Friday, May 06, 2005

Lack of Focus

Yesterday I received a new project at work and, even though overwhelmed, I felt a little hopeful that this would be an exercise to spark a real surge of productivity, especially in my more involved, mainstay project...not to mention adding a much need jolt of energy to my normal work day.

And then I went home and checked my personal email.

There was a message from someone I was once involved with and who I had thought would just fade away (great distances involved). And now I am thinking about the last time we saw each other and fantasizing about future possibilities.

Today's life project: research ways to stay in the present. Step 1 = perspective; step 2 = a Friday session of Hatha yoga.

If anyone has more, tangible steps for me to take I would appreciate hearing from you...I have checked out Christopher Bailey's post today which reminds his readers of one of his archived post titled, "Wandering and Getting Unstuck."

When I finished speaking I distributed a handout with some quick ideas for getting "unstuck" which I think are useful for anyone feeling this way. They're loosely based on ideas from the book Unstuck by Keith Yamashita and Sandra Spataro.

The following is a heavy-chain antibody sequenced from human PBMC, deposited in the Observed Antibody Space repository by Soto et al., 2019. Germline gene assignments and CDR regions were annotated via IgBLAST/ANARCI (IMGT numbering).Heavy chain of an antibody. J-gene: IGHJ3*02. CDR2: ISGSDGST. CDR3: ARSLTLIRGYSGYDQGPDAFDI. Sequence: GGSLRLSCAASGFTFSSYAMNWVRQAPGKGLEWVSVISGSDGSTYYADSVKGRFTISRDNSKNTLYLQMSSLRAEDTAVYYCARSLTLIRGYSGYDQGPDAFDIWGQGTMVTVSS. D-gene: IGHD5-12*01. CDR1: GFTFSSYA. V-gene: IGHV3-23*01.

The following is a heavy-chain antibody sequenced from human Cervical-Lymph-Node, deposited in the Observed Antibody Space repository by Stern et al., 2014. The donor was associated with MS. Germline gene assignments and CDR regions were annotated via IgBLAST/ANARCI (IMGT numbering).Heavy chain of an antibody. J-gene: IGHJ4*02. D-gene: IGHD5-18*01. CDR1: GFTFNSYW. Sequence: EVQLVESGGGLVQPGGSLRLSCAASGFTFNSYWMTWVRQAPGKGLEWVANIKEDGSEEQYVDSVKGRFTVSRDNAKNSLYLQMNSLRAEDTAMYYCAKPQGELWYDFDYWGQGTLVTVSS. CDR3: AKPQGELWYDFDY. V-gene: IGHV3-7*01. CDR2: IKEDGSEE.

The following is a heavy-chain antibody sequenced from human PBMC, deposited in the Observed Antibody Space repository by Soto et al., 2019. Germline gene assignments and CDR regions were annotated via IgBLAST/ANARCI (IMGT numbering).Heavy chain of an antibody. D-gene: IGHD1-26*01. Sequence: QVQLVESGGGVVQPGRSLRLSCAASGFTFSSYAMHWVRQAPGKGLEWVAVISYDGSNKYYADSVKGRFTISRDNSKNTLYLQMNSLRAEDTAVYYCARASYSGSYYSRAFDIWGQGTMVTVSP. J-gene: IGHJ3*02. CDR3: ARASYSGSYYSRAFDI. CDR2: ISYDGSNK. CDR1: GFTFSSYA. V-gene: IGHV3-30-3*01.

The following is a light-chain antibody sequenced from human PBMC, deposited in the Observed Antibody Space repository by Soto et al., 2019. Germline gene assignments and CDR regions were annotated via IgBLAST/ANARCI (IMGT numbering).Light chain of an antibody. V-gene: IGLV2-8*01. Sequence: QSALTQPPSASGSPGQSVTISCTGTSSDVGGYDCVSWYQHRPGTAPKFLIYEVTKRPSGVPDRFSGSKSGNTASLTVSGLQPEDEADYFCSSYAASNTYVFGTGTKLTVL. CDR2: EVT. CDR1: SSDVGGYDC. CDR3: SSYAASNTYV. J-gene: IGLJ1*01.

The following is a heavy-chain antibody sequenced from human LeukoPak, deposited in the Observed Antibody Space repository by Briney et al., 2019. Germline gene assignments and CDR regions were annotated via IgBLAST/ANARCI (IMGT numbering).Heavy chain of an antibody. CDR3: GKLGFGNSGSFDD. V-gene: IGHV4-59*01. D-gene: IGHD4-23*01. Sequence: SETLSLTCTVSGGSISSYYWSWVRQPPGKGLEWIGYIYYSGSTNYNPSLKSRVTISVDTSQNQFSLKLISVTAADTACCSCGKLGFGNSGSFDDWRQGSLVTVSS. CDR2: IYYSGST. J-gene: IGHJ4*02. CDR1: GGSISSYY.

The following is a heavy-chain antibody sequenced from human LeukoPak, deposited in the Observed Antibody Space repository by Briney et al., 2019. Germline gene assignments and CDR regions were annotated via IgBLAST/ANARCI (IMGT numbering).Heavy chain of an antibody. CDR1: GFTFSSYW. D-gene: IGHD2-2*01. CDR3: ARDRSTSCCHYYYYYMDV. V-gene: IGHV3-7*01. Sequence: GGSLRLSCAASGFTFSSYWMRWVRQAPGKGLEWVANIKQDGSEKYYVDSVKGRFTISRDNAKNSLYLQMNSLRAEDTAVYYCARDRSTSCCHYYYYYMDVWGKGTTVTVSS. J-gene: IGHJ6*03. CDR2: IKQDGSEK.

Idea #1: Clarify your Purpose
Before you get to the doing, figure out what drives you. Ask yourself: Why do you exist? What must you contribute in order to achieve not only success but significance? Make the task of defining your purpose an act that rejuvenates you. And remember to keep it brief: brevity creates even greater clarity.

Idea #2: Create YOUR Headline from the Future
Stories are powerful tools for generating energy and excitement. Create a newspaper headline from a future date. What will it say about all you have achieved? Now think: step by step, how will you get there?

Idea #3: Create a Haven for Free Thinking
Your environment holds great power over the way you think. If you’re stuck, find a place that’s new and claim it as your haven for free thinking. This could be a local park, a museum, a coffee shop. It should be a place that reignites your thoughts and imagination.

Kathy Sierra from Headrush wrote something the other day that really inspires me to appreciate what I have to offer in my work world and the "real" world in general:

According to James Surowiecki's The Wisdom of Crowds, that lack of diversity can hurt both innovation and decision-making. Sometimes with terrible consequences.

But he contends that it's not necessarily the lack of demographic diversity that's at the heart of the problems... it's cognitive diversity you need. If those doing the hiring are going after only world-class, exceptionally bright people with similar skills, the differences between the Chosen Ones may not be that useful. He claims the company needs to hire not just only the smartest people!

So, it is ok that I am an emotional flake? I may come up with some amazing, original, mind-blowing contribution anyway...because I am an emotional flake?


Post a Comment

<< Home